By adding semantic search technology over low performing record collections that have not been indexed by hand, we’ve been able to increase their value and in some cases bumping them up to our most valuable top ten collections out of 30,000.

Here is another example of OCR and entity extraction on our Tech Roots blog: Big Data From Historical Sources

TK: Aside from data specifically collected for genealogical records, what other sources of data has Ancestry ingested to inform the creation of family trees?

SS: In addition to records and DNA data, Ancestry.com has a product feature called Facebook Connect which builds out a family tree for a user in less than a minute based off of predefined relationships in their account.  At that point, our systems will begin providing record hint recommendations to help them further their discoveries. Large amounts of general history data also allows us to put genealogy data into context.

TK: Ancestry now also offers a DNA testing service. Is that independent of the genealogical data, or do you combine the two in some way?

SS: What makes the AncestryDNA data set so unique is that it’s combined with the 12 billion records and over 55 million family trees on Ancestry.com. AncestryDNA leverages a unique collection of documented family trees along DNA samples to conduct innovative research in population genetics and provide users with a breakdown in ethnicity percentages and distant cousin matches.

If we determine that you have a fourth cousin then you likely share a common ancestor with that person between 7 and 10 generations ago or 150 – 300 years ago. The AncestryDNA product experience will then overlay your family history data with other potential cousins to help find the common ancestor.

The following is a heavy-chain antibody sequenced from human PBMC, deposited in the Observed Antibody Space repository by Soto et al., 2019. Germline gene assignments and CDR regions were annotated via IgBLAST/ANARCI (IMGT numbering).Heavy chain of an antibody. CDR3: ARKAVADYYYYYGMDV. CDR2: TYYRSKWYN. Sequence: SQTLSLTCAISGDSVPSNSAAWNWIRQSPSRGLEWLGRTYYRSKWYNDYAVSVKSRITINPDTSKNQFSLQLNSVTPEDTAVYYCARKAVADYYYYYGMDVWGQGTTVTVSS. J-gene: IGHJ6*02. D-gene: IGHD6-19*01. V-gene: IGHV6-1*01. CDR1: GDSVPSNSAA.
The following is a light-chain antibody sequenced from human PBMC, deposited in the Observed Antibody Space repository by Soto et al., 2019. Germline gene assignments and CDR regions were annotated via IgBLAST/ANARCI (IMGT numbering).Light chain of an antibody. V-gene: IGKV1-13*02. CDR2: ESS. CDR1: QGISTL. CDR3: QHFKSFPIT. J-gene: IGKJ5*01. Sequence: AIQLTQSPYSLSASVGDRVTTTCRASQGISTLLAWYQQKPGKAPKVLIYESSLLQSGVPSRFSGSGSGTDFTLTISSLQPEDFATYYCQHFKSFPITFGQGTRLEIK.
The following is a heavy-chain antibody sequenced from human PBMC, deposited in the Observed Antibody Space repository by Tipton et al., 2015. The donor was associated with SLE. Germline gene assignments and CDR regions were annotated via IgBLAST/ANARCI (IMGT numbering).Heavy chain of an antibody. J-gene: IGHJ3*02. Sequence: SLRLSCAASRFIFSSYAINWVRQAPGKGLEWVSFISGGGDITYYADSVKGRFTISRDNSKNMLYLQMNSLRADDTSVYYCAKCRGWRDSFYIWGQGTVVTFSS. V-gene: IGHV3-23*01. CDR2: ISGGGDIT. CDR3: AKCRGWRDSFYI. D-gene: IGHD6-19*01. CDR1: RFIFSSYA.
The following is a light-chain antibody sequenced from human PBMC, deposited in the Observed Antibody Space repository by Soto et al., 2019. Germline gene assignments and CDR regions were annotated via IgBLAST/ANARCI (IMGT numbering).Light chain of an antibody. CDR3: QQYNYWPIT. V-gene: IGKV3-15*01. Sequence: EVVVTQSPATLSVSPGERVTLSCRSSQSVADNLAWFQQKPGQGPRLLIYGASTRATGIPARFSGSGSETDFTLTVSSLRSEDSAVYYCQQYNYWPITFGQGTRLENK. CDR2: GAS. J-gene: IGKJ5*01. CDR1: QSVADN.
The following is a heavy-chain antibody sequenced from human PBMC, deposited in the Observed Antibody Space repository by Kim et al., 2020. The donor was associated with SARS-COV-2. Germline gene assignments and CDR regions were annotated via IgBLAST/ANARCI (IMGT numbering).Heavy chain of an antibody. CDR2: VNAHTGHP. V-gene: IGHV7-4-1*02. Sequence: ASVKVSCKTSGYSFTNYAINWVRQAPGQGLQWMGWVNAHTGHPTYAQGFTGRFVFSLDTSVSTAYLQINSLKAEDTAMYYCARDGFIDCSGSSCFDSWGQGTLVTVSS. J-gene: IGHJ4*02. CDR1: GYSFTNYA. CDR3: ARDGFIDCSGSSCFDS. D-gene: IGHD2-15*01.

TK: To your knowledge, has the Ancestry database been mined for other information, aside from family relationships?

SS: Occasionally we have worked with PhD candidates to crawl our data. We’ve then hired them because it’s extremely hard to find data scientists – especially ones that have experience with your data.

We are also working with the University of Minnesota to pull contextual information from the 1940 census. See more information here.

 

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About the Author

Travis Korte is a research analyst at the Center for Data Innovation specializing in data science applications and open data. He has a background in journalism, computer science and statistics. Prior to joining the Center for Data Innovation, he launched the Science vertical of The Huffington Post and served as its Associate Editor, covering a wide range of science and technology topics. He has worked on data science projects with HuffPost and other organizations. Before this, he graduated with highest honors from the University of California, Berkeley, having studied critical theory and completed coursework in computer science and economics. His research interests are in computational social science and using data to engage with complex social systems. You can follow him on Twitter @traviskorte.